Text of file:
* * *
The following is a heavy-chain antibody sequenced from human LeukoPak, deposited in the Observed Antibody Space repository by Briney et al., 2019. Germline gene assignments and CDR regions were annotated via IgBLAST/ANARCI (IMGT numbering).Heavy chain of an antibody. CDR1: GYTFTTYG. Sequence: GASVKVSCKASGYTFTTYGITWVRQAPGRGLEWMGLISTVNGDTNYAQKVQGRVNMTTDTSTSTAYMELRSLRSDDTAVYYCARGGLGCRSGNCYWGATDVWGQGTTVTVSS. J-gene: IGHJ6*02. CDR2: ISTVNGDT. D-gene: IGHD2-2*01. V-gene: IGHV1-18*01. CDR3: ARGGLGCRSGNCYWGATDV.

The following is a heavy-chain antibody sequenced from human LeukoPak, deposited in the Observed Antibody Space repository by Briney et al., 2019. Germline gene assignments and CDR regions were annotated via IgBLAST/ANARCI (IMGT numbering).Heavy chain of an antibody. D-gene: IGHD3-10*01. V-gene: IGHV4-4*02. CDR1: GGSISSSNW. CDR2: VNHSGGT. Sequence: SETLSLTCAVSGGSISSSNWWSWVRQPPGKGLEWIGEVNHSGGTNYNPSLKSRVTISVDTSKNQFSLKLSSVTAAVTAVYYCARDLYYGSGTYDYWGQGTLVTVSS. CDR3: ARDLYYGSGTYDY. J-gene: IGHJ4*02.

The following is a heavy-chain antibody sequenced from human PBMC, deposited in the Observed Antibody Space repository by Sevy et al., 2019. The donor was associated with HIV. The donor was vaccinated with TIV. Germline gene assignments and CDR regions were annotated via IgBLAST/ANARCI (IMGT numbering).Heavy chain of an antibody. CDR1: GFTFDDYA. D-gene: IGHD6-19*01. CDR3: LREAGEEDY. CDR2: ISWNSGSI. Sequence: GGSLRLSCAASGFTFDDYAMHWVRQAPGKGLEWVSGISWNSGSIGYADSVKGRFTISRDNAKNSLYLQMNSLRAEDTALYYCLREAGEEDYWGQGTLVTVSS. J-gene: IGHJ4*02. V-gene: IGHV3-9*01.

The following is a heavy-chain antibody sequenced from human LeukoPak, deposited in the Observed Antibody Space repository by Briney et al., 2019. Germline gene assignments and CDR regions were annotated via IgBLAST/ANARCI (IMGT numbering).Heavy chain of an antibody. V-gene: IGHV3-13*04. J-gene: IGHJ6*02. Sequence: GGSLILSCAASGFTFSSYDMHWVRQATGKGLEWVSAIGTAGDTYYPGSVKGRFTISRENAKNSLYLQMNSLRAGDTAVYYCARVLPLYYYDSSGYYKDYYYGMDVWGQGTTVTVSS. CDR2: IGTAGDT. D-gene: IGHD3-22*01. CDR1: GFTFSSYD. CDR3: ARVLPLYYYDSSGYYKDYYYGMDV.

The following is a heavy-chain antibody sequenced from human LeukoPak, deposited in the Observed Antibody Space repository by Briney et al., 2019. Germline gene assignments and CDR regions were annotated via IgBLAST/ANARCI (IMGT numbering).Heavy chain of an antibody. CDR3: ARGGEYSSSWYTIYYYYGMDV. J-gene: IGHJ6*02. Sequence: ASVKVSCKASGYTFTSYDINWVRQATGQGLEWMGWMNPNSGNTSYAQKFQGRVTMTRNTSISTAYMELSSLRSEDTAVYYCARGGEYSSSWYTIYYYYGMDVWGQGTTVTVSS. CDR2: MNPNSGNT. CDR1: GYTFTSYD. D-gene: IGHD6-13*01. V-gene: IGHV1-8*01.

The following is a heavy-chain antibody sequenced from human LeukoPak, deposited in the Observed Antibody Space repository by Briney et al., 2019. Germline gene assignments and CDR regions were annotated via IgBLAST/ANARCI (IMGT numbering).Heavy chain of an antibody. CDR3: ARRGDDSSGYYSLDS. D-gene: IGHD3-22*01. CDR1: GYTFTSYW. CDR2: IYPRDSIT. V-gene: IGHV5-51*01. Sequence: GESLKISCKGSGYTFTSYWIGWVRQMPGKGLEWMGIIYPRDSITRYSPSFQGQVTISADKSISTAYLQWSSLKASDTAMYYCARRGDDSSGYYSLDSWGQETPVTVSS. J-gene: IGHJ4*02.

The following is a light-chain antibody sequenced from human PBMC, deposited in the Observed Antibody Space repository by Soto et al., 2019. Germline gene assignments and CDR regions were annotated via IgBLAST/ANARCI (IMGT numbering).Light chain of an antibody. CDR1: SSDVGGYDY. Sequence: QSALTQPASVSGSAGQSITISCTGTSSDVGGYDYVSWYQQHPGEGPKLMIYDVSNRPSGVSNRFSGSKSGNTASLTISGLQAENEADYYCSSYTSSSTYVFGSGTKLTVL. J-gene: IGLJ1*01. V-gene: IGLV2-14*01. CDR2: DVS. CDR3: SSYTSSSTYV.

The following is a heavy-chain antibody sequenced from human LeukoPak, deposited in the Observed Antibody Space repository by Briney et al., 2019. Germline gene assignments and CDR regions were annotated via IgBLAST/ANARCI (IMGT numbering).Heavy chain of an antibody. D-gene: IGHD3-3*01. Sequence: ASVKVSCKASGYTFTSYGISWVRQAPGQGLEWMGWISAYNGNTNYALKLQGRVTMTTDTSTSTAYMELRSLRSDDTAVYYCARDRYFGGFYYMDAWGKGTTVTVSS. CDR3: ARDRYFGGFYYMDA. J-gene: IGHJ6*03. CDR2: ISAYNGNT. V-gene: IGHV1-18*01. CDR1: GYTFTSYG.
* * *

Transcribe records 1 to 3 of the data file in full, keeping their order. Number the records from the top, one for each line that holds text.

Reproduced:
The following is a heavy-chain antibody sequenced from human LeukoPak, deposited in the Observed Antibody Space repository by Briney et al., 2019. Germline gene assignments and CDR regions were annotated via IgBLAST/ANARCI (IMGT numbering).Heavy chain of an antibody. CDR1: GYTFTTYG. Sequence: GASVKVSCKASGYTFTTYGITWVRQAPGRGLEWMGLISTVNGDTNYAQKVQGRVNMTTDTSTSTAYMELRSLRSDDTAVYYCARGGLGCRSGNCYWGATDVWGQGTTVTVSS. J-gene: IGHJ6*02. CDR2: ISTVNGDT. D-gene: IGHD2-2*01. V-gene: IGHV1-18*01. CDR3: ARGGLGCRSGNCYWGATDV.

The following is a heavy-chain antibody sequenced from human LeukoPak, deposited in the Observed Antibody Space repository by Briney et al., 2019. Germline gene assignments and CDR regions were annotated via IgBLAST/ANARCI (IMGT numbering).Heavy chain of an antibody. D-gene: IGHD3-10*01. V-gene: IGHV4-4*02. CDR1: GGSISSSNW. CDR2: VNHSGGT. Sequence: SETLSLTCAVSGGSISSSNWWSWVRQPPGKGLEWIGEVNHSGGTNYNPSLKSRVTISVDTSKNQFSLKLSSVTAAVTAVYYCARDLYYGSGTYDYWGQGTLVTVSS. CDR3: ARDLYYGSGTYDY. J-gene: IGHJ4*02.

The following is a heavy-chain antibody sequenced from human PBMC, deposited in the Observed Antibody Space repository by Sevy et al., 2019. The donor was associated with HIV. The donor was vaccinated with TIV. Germline gene assignments and CDR regions were annotated via IgBLAST/ANARCI (IMGT numbering).Heavy chain of an antibody. CDR1: GFTFDDYA. D-gene: IGHD6-19*01. CDR3: LREAGEEDY. CDR2: ISWNSGSI. Sequence: GGSLRLSCAASGFTFDDYAMHWVRQAPGKGLEWVSGISWNSGSIGYADSVKGRFTISRDNAKNSLYLQMNSLRAEDTALYYCLREAGEEDYWGQGTLVTVSS. J-gene: IGHJ4*02. V-gene: IGHV3-9*01.